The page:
Life through a different lens: championing disabled talent in the creative industry

There is a long way to go til the world of advertising becomes representative. Director Owen Tooth explores how the industry can adopt fresh perspectives and implement real change in the name of diversity, equality and inclusion.

Date
3 February 2022

The media and advertising industry is notorious for its lack of inclusivity. It is ironic that an industry that depends on fresh perspectives, diverse creative directions and open-mindedness has struggled to include a wider spectrum of people in its workforce.

While the industry has embraced diversity and inclusion in its creative work with more disabled and Black, indigenous, people of colour (BIPOC) appearing on our screens and in poster campaigns, there is still a huge way to go behind the scenes, in particular in advertising production.

There are 14.1 million disabled people in the UK, but only 4.4 million are actually in employment, with a disabled person almost twice as likely to be unemployed as a non-disabled person.

A recent study by the Advertising Association found disabled people account for just nine per cent of talent employed in the ad sector. With disabled people accounting for 20 per cent of the working population, there is undoubtedly a long way to go until the world of advertising even comes close to being representative.

Let’s embrace the wave of awareness

Inclusion has become one of the hottest issues in the media over the last couple of years and it is clear that higher awareness and sustained efforts to keep inclusion and diversity in the public eye is having an impact on society, government and business decision making.

Even though the majority of companies within the media and advertising space are still run by middle-class white men and women, continued effort to build awareness is starting to have an effect. Recruitment policies are beginning to change along with more inclusive working practices.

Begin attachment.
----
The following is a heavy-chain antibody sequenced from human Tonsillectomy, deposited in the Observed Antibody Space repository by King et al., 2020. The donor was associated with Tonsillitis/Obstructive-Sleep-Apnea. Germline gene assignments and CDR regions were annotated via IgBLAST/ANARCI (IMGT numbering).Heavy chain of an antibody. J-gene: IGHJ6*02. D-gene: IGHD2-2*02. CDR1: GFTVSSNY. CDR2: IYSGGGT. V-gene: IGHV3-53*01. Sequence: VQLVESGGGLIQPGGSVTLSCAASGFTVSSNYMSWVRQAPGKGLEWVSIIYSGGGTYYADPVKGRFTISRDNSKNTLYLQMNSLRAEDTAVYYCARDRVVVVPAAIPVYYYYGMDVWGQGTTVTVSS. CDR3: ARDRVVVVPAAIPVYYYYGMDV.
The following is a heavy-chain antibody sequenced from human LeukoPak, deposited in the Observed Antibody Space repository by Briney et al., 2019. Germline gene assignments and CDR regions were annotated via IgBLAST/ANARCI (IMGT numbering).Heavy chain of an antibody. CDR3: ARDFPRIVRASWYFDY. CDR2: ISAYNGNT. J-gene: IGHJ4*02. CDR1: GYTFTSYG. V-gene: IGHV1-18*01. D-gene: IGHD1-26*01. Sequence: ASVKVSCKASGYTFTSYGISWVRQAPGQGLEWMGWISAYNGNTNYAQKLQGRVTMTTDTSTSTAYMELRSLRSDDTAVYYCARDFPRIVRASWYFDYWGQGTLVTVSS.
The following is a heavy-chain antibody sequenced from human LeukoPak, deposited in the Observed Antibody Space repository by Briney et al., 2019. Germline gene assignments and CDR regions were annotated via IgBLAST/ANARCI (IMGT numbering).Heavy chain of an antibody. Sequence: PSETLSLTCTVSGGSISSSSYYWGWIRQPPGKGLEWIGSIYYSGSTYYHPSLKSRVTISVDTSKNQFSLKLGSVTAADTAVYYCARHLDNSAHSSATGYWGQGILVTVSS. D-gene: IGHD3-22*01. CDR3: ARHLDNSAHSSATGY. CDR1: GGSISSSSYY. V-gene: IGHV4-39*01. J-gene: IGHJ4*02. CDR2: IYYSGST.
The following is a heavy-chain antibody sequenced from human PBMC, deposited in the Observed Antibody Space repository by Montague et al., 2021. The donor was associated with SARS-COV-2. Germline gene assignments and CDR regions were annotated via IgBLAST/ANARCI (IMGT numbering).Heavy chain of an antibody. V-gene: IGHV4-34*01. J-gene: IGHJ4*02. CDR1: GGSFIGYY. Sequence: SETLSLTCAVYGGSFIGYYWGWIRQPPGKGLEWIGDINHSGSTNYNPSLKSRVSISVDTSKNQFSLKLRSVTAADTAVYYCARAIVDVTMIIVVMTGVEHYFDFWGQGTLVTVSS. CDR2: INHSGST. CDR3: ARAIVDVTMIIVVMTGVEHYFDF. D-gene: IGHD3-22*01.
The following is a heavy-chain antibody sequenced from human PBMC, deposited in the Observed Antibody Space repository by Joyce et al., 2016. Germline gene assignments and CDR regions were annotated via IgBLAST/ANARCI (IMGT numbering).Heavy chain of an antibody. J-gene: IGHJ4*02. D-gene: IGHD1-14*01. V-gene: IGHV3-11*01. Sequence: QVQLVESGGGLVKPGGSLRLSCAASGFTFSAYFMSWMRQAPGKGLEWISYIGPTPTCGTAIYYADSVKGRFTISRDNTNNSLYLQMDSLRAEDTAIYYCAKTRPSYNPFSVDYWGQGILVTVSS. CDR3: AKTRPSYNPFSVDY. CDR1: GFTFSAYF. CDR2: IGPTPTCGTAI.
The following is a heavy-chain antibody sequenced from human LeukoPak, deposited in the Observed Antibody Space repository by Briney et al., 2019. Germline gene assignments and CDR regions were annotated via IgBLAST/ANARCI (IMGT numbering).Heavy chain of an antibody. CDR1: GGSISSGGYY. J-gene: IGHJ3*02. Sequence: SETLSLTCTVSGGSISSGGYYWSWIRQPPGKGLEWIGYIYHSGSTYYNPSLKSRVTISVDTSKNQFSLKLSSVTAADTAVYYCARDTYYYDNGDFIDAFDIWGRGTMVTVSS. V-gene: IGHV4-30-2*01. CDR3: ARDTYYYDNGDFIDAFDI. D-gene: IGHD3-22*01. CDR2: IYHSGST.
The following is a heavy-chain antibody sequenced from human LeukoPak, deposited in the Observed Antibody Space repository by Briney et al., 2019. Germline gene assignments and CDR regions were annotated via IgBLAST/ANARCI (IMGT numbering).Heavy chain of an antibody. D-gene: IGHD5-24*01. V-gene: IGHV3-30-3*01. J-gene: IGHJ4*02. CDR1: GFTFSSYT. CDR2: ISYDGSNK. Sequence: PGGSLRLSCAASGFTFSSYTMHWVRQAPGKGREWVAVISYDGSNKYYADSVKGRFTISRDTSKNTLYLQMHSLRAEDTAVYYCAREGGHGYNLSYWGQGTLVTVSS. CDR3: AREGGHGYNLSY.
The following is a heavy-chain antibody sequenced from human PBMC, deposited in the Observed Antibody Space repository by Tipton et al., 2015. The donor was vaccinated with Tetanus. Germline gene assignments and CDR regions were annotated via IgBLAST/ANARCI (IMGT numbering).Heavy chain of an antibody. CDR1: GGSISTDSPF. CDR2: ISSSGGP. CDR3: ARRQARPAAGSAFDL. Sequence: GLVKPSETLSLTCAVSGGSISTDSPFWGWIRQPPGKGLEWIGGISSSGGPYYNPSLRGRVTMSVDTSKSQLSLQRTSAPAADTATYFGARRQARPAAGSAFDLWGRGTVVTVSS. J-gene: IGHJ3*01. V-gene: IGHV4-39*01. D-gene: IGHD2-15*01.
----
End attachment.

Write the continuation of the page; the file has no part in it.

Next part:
An alternative perspective

Being a disabled person myself and a wheelchair user, I know that not everything is about telling disabled stories. It’s about having a variety of people with different experiences, backgrounds and from all walks of life represented in the media.

Speaking from experience, disabled people are often incredibly driven. They live in a world where overcoming hurdles and solving problems is an everyday occurrence. This means we see things a little differently and might arrive at solutions or ideas that are surprising and original.

The film and media industries are about problem-solving around the clock, working within pressured environments and together as a team, so on many levels we are a natural fit.

Breaking the glass ceiling of disability

Creating a working environment where a production crew embraces difference is hugely important.

What we don’t want is disabled people to be categorised and included only in work where they seem relevant. If someone’s deaf, that doesn’t mean they should only work on productions that are deaf-led.

It is easier to accommodate disabled people in a TV series or a film with a line production schedule. However, when jobs in the advertising industry last only a few days, accommodating the needs of a disabled crew – particularly for members that aren’t head of departments or with senior expertise - is not often given much thought.

For disabled people at the base of the pyramid, it is virtually impossible to get a start in the creative industry and earn a living. We are seeing changes from higher awareness and policy changes, but it’s mostly from the broadcasters, bigger production sets and anything that has government money attached to it. So promoting the normalisation of disabled inclusion in productions of all sizes is important and will take a fresh approach to production planning.